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Vermont is the first state to legalize marijuana through legislature

Vermont Gov. Phil Scott (R) delivers the fiscal year 2019 budget address on Jan. 23, 2018, in the State House in Montpelier. (Josh Kuckens/Times Argus/AP)

Vermont has become the first state in the nation to legalize marijuana legislatively.

Gov. Phil Scott (R) signed a bill Monday legalizing marijuana for adults age 21 and older. It allows for the possession of up to an ounce of marijuana, as well as two mature and four immature plants. Vermont becomes the ninth state to legalize recreational marijuana for adults, but the other states did so through ballot initiatives.

Vermont’s law also is notable for what it does not do: create a state marketplace for sales of the drug.

Instead, Scott has directed a marijuana advisory board to study what is needed to implement a legal marketplace in which marijuana is taxed and regulated, with plans to report findings to the governor by Dec. 15. Scott is concerned about sales in the state and what he believes are weak penalties for those who sell the drug to minors.

“Today, with mixed emotions, I have signed H. 511,” Scott said in a statement. “… I personally believe that what adults do behind closed doors and on private property is their choice, so long as it does not negatively impact the health and safety of others, especially children.”

The measure creates a number of new marijuana laws, including stronger penalties for selling marijuana to people under 21 or enabling their consumption of the drug. It also makes it a crime to use marijuana in a vehicle with a child present and makes the consumption of marijuana in public illegal.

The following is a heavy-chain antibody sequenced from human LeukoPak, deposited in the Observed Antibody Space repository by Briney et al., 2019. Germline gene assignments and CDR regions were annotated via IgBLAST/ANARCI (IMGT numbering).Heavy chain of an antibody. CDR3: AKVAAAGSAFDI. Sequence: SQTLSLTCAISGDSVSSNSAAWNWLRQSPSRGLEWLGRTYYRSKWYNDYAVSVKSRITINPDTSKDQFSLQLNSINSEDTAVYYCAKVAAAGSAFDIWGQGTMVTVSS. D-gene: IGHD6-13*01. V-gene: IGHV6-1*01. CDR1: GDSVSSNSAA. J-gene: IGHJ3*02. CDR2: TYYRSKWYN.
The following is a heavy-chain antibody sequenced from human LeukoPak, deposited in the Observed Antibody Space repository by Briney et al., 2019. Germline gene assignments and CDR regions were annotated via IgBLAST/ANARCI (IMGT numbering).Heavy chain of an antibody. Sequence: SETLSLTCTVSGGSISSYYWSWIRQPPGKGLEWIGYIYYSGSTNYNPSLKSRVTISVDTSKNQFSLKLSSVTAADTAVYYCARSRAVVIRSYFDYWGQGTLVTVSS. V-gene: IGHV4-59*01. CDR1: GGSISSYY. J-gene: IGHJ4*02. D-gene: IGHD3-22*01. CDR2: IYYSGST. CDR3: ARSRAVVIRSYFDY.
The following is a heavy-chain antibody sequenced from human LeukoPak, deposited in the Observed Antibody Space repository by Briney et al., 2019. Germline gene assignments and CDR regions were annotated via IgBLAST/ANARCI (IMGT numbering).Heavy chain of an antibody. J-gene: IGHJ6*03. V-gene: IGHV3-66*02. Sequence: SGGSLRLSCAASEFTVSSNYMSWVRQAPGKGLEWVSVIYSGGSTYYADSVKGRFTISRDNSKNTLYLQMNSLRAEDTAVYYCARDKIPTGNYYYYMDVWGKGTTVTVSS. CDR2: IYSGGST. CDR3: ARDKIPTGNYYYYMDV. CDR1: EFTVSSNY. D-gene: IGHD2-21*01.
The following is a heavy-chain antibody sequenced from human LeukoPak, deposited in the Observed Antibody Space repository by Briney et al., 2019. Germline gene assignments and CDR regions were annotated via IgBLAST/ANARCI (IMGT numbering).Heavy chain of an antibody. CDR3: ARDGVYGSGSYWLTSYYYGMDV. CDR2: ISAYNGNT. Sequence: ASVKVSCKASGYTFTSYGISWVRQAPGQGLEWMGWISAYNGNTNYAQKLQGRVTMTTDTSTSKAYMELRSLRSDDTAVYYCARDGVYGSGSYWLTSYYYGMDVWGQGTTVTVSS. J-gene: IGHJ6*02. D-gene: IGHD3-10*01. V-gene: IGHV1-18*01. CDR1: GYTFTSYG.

Scott said the commission must create educational campaigns around marijuana and ways to keep the state’s roads safe.

“To be very direct: There must be comprehensive and convincing plans completed in these areas before I will begin to consider the wisdom of implementing a commercial ‘tax and regulate’ system for an adult marijuana market,” Scott wrote.

The law will take effect in July.

“We applaud lawmakers for heeding the calls of their constituents and taking this important step toward treating marijuana more like alcohol,” said Matt Simon, New England political director for the Marijuana Policy Project.

Lt. Gov. David Zuckerman (Progressive/Democrat), believes the law is a step forward, but he said the lack of a legal marketplace in Vermont makes the law incomplete.

“In a tax-and-regulate scenario, you bring a lot more above board,” Zuckerman, a longtime legalization advocate, said in an interview.

Because there is no legal marketplace, marijuana will not provide a method for raising money that could be used to fund education initiatives or drug treatment. Zuckerman said people opposed to marijuana legalization have told him that if the state is legalizing the drug they would rather see a taxed, regulated market than one that decriminalizes possession or cultivation of the drug.

“I think there’s a lot of missed opportunity with this method, but I do feel it’s a step forward in having our laws reflect reality of general consumption in our society,” he said.

Some who oppose marijuana legalization are praising Vermont’s bill. Kevin Sabet, the founder of Smart Approaches to Marijuana, which opposes legalization, said the bill allows people to possess an “excessive” amount of marijuana and doesn’t protect children from improperly stored marijuana products. But, he said, it is a “heck of a lot better” than what other states have passed.

“Advocates had to lower the bar and work so hard to even get this passed in Vermont,” Sabet said. “This essentially assures legalization of sales won’t ever be signed by this governor. Scott has essentially gone as far as he’ll ever be willing to go on marijuana.”

This article has been updated.